Iraqi militia fighters are pouring into Syria to reinforce the Assad regime’s siege of rebels in Aleppo, further complicating the tangled web of alliances the U.S. relies on to fight Islamic State, which can turn an ally on one side of the border into an enemy on the other.
The Shiite militias, who have fought alongside U.S.-backed Iraqi government forces against Islamic State in Iraq, are now fighting Syrian Sunni rebels, some of them armed and trained by the U.S.
More than 1,000 Iraqi Shiite militants have traveled from Iraq since early September, joining the ranks of as many as 4,000 others already on the ground near Aleppo, the militia leaders and Syrian rebels said. They make up about half of the regime’s estimated ground force of 10,000.
The siege they are helping to enforce has tilted the battle there in favor of President Bashar al-Assad, whose ruling Alawite sect has drawn on fellow Shiite powers to shore up government forces depleted by deaths, defections and attrition over five years of war: Iran’s Revolutionary Guards Corps, Lebanon’s Hezbollah militia and Afghan Shiite fighters.
The regime, along with its ally Russia, has been heavily bombarding rebel areas of the divided city over the past few weeks. The offensive has killed hundreds, including scores of children, and caused the collapse this week of joint U.S.-Russian efforts to forge a lasting cease-fire and restart talks on a political solution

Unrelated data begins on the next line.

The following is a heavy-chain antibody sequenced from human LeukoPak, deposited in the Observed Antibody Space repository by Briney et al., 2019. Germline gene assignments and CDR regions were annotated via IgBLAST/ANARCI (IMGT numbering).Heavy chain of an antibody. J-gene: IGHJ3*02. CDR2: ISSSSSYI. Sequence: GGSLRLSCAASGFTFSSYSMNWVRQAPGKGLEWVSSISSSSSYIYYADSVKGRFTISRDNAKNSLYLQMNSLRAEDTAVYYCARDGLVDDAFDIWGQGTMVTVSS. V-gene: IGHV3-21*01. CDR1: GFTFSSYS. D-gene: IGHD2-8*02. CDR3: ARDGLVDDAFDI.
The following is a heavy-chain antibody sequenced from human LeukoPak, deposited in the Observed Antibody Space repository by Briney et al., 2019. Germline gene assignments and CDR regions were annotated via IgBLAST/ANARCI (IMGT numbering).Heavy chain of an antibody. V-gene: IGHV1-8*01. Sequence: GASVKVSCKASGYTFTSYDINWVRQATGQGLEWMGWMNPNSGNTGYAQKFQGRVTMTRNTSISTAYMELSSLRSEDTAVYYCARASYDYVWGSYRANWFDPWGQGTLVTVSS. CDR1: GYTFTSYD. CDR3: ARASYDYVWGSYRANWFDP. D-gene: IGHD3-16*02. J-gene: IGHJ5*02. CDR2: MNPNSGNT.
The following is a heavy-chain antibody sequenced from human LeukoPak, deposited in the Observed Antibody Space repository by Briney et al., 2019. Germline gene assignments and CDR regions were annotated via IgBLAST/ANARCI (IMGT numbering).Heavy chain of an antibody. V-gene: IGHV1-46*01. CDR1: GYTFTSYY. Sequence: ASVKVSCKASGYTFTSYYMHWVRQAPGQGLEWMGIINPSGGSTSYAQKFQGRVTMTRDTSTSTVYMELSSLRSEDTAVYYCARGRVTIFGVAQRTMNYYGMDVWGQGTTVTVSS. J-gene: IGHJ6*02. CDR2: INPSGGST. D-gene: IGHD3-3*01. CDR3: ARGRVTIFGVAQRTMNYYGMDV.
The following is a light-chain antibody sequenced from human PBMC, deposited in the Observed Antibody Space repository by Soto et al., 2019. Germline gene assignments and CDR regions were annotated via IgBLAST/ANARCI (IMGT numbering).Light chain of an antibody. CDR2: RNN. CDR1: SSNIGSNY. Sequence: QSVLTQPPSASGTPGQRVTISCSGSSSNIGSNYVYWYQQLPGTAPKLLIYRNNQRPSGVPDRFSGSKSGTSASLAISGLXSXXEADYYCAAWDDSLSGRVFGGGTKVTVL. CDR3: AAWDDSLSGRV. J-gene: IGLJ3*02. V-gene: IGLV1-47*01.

In an update on the Aleppo situation published on Tuesday, the United Nations Office for Coordination of Humanitarian Affairs said living conditions for the roughly quarter of a million people in besieged neighborhoods of eastern Aleppo have deteriorated, and “an assessment conducted in eastern Aleppo city concluded that 50% of the inhabitants expressed willingness to leave if they can.”
Hashem al-Mosawwi, a commander of the Iraqi Shiite militia Al Nujaba, or “The Noble Ones,” said his group deployed 1,000 fighters to Aleppo in September—the latest influx of Shiite fighters in recent weeks—and that he sees their involvement as part of a larger regional struggle against terrorism. Other militia leaders said they also sent fighters recently, without giving numbers.
Mr. Mosawwi claimed the rebels in Aleppo are part of an extremist Sunni axis sponsored by Saudi Arabia and the U.S.
“Those…terrorist groups cause all problems in the region and the world and they should be stopped,” he said, naming several Sunni opposition groups in Syria he deems synonymous with the Sunni extremists of Islamic State. The Syrian opposition is dominated by the country’s Sunni majority.